Fez was one of my best gaming experiences in the past few years, and I was hopeful that I’d see something like that in La-Mulana: fair, rewarding puzzles that are best challenged with patience and reams of graph paper. After losing a bit of progress in having to reload to that second save slot back in town–when you can’t warp or heal whenever you want, it’s natural to expect risk in keeping only one save slot, deep in a labyrinth with a finite supply of HP and the weights used to prop doors open–I was a little less determined to never check a guide again. I made it to the Gate of Illusion and then had to check a hint guide twice. By I’d finished the Chamber of Birth, I must have looked up a few dozen things that had only kept me stuck for no more than a couple minutes. I couldn’t tell that a texture was supposed to be interpreted as a climbable ladder, so I checked the hint guide. I couldn’t immediately tell which of my hundred notes from faraway levels applied to a puzzle I was dealing with, so I checked the hint guide. I didn’t want to run back to every area of the game in sequence to see what door opened up after killing a boss, so I checked the hint guide.
Ultimately, I think playing La-Mulana blind is a fool’s errand. I’m sad to say it, because I really enjoyed parts like drawing up my own maps (even though they didn’t always turn out to be spatially coherent), and figuring out how to read the La-Mulanese cipher when I had yet to find all of the in-game paleographies. It’s not a bad idea for new players to push themselves to try and get as far as they can on their own first, but ultimately, even the absolutely necessary, main-questline puzzles were prohibitively arcane. And no matter how strong your dislike of handholding in games is, that warp item should’ve been forced into the player’s inventory from the beginning–or should not have been included at all, if you want to be that much of a purist old-schooler.
Some riddling tablets were too far away from the puzzles they referred to; others were given too early; some were too vague to be useful, and only served to pour salt on my wounds when I finally figured the puzzles out by chance or perseverance. It’s not babying or patronizing to show players where a door has opened after they kill a boss or they weigh down a hard-to-reach platform. While I don’t think it’s ideal for a game to focus-test all its interesting edges off, as typically happens to big studio games, La-Mulana is on the level where even a few extremely dedicated friends of the developer wouldn’t have been able to figure certain things out if they took all week trying. My reaction to learning the solutions was too often “Well, that’s some bullshit,” and not often enough “Ohh, I should have thought of that!”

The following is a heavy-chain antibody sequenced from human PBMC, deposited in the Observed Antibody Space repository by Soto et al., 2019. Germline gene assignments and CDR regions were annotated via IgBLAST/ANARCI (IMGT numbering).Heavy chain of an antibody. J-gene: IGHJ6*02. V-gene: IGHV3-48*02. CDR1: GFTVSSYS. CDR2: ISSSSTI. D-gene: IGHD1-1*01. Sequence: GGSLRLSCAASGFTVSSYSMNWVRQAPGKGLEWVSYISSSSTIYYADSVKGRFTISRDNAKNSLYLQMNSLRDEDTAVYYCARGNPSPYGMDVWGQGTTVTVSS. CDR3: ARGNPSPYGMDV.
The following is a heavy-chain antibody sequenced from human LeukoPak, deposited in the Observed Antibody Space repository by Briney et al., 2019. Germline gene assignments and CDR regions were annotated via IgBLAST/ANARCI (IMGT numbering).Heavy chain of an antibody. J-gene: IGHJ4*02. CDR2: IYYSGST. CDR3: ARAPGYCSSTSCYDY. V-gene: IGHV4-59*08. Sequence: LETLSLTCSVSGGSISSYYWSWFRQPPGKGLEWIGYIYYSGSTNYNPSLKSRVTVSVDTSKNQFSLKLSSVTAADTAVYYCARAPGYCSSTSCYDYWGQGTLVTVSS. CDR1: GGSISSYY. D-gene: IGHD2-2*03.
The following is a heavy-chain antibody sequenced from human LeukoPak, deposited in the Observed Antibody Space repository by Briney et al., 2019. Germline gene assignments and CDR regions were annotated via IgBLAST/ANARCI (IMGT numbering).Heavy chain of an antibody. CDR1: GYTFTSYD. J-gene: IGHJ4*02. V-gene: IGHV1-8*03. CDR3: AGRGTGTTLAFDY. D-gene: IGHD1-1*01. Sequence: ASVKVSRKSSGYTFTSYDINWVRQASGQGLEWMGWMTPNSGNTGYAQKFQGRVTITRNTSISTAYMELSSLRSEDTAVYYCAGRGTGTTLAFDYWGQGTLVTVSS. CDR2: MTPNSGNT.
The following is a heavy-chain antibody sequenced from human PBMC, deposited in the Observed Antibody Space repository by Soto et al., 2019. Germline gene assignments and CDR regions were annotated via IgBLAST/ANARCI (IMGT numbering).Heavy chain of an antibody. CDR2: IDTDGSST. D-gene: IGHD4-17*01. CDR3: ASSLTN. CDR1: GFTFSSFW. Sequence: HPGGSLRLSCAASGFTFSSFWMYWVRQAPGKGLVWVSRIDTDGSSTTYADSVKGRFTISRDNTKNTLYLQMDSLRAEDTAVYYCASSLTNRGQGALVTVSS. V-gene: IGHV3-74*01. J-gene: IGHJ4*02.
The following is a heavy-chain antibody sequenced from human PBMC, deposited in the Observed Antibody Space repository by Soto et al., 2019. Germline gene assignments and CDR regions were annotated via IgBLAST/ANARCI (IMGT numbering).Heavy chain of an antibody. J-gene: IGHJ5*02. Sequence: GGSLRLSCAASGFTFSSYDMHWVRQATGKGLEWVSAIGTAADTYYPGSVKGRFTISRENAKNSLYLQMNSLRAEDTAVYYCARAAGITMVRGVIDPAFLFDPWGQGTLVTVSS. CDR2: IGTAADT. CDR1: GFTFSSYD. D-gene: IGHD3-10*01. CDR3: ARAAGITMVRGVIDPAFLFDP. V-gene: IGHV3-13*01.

My gut says that some of this stuff was meant to be figured out by crowdsourcing the problem after the game’s release, and not by individuals–certainly, figuring out how to get inside the postgame “Hell Temple” was like that, and I didn’t even get around to doing the temple itself. But the problem with this approach is that an “online community” can only figure something out once–anyone who ever looks online hoping to do such a thing afterwards is really just “checking the guide”, without participation.
Esoterism aside, I can’t complain too much, and most people probably wouldn’t have been as stubborn as me. (My stubbornness seems to vary depending on how prepared I am to like a game, and its genre, in the first place.) The difficulty wasn’t brutal, but wasn’t entirely trivial either, and I had the option to enter hard mode if I ever thought otherwise. There were also some very ambitiously designed (not to say difficult) boss fights, good lore, funny jokes, catchy tunes.
Ultimately there were only a few design issues holding back something fundamentally great. It’s getting to be a bit cliche to say that a game is “not Dark Souls”, but you can hardly look elsewhere for an exemplar of more nuanced approaches to challenging gameplay, and of doing less to incentivize constant looks at the wiki. La-Mulana’s got a kickstartered sequel in production and I’d love to see it take a step in that direction. But what’s here now is certainly worth playing.